Pandemonium. Hell’s greatest metropolis and fortress, and her destination. After months of journeying and fighting through the endless wastes of Hell to find this place, she would have expected exhilaration, or at least a quiet satisfaction. Instead, there was only the old emptiness, the emptiness that had been filled so very briefly by Angel but which now widened within her like the Abyss itself.

She wasn’t certain she would find her way home here. But it was a direction, a goal to give meaning to her days and nights. What she would do afterward, if she failed here, she didn’t know. Perhaps this was where she belonged, perhaps it was her rightful place.

Buffy let out a long, frozen sigh, her breath condensing instantly into soft white mist that trailed away on the arctic wind. Then she started down the barren, rocky slope, toward whatever rendezvous fate had planned for her.

*                              *                              *

If there was any argument to be made for saving the world, this was it, thought Lillith Prophet as she looked out across the lush, scenic vista of springtime in the mountains of New York State. She rested her coffee mug on the hardwood railing of the balcony that ran along the perimeter of her house and watched as the sun dropped ever lower behind the mountains to the west. The low peaks changed from gold-green to dusky red to sinister and dark, the valleys melting into deep pools of shadow.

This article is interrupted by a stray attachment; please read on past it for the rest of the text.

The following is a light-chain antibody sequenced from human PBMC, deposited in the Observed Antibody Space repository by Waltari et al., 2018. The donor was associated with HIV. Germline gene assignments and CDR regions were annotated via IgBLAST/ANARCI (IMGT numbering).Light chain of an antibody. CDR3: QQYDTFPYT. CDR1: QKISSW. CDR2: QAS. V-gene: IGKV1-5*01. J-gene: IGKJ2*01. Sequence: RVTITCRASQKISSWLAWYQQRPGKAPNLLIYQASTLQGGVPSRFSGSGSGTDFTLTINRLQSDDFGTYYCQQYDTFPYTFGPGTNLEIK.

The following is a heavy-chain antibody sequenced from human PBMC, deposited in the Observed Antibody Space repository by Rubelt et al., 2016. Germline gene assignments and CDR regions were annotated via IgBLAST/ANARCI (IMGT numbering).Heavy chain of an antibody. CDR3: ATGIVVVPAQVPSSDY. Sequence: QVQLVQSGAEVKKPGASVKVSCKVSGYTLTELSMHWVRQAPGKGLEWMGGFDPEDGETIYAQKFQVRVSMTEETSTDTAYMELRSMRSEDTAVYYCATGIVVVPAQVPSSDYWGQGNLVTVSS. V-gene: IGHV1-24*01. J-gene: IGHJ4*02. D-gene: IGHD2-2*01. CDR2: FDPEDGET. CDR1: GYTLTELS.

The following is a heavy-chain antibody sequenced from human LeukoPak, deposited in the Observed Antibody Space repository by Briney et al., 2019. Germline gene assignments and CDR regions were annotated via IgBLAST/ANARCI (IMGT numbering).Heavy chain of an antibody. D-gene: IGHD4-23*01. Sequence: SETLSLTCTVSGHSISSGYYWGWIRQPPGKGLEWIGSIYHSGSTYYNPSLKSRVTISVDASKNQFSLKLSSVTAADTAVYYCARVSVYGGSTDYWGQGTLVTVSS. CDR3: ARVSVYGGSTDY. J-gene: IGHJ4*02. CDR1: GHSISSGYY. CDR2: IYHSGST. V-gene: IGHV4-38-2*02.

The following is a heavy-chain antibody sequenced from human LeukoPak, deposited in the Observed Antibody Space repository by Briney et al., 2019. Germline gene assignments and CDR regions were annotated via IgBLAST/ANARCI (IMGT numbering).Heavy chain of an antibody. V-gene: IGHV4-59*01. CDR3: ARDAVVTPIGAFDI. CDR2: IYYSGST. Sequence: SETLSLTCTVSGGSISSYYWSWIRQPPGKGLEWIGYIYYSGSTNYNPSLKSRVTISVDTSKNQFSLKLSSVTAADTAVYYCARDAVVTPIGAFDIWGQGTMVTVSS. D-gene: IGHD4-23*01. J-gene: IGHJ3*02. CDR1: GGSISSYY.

Her mood turned black as the sound of a vehicle on the winding road below intruded upon her solitude, its banks of too-bright halogen lamps impaling the dusk.

Irritably, she turned and went back inside the house, its rich wood flooring and walls glowing the color of dying coals in the last rays of the fading sun.

After a time, gravel crunched under tires in the front drive, and Lillith heard sudden silence as the truck’s engine was shut down. Then came the solid thump of a door being closed, follow by a sharp rap on her front door.

She pressed the button of the nearby intercom and said, “It’s open.”

He didn’t look like much. Flannel shirt, khaki pants, hiking boots and a weathered, knowing face that could have been forty years old or a hundred and forty. Gray eyes regarded her without emotion.

“It’s time,” was all he said.

Lillith nodded and moved over to a polished rosewood box sitting on a small stand in one corner. She opened the lid and removed the carved jade cylinder within, about the size of a roll of quarters.

She handed it to her guest and said, “Be careful with it, Ishmael. The Gehenna Matrix can spell our end as easily as it can mankind’s.”

Ishmael shrugged. “Assembling the Gehenna Key wasn’t my idea, but the stakes have gotten much higher.”

“Higher? How?”

“Some things are coming together, converging. This one’s not so simple anymore. The Defenders are … different this time, less inclined to play by the old rules. We’ve got a Slayer in Hell the likes of whom no one’s ever seen before. Powerful in ways that in the distant future may put even us in jeopardy. And there’s something else of more immediate concern.”


“The Hunter is back in the game.”

“Are you certain?”

“An entity as powerful as the Hunter raises its head, someone’s going to notice.”

“This is bad. This Slayer and the Dark Hunter at one time — I don’t like it.”

Ishmael gave a little shrug. “Who does? Some of us think this time it’s going to go badly for us. For all of us, on both sides. The Gehenna Matrix is our weapon of last resort, if we are left with no other options.”

Lillith nodded. It was what she’d expected and feared ever since her confrontation with the Slayer in Hell.

“And in the meantime?” she asked.

“In the meantime, we play the game out as usual and hope for the best.”

Except, it wasn’t a game, thought Lillith. And there was nothing usual about it this time.